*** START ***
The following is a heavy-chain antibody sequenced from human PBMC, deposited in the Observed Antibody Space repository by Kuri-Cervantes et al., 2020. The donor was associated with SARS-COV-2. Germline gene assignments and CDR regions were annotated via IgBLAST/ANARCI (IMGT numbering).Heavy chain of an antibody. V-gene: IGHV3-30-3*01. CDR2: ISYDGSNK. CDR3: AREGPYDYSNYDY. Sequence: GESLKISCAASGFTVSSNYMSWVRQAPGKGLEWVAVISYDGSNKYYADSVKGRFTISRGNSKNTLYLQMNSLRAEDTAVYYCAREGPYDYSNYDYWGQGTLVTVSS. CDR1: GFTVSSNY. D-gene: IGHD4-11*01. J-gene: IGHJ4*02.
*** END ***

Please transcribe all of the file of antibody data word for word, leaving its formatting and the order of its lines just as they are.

The following is a heavy-chain antibody sequenced from human PBMC, deposited in the Observed Antibody Space repository by Kuri-Cervantes et al., 2020. The donor was associated with SARS-COV-2. Germline gene assignments and CDR regions were annotated via IgBLAST/ANARCI (IMGT numbering).Heavy chain of an antibody. V-gene: IGHV3-30-3*01. CDR2: ISYDGSNK. CDR3: AREGPYDYSNYDY. Sequence: GESLKISCAASGFTVSSNYMSWVRQAPGKGLEWVAVISYDGSNKYYADSVKGRFTISRGNSKNTLYLQMNSLRAEDTAVYYCAREGPYDYSNYDYWGQGTLVTVSS. CDR1: GFTVSSNY. D-gene: IGHD4-11*01. J-gene: IGHJ4*02.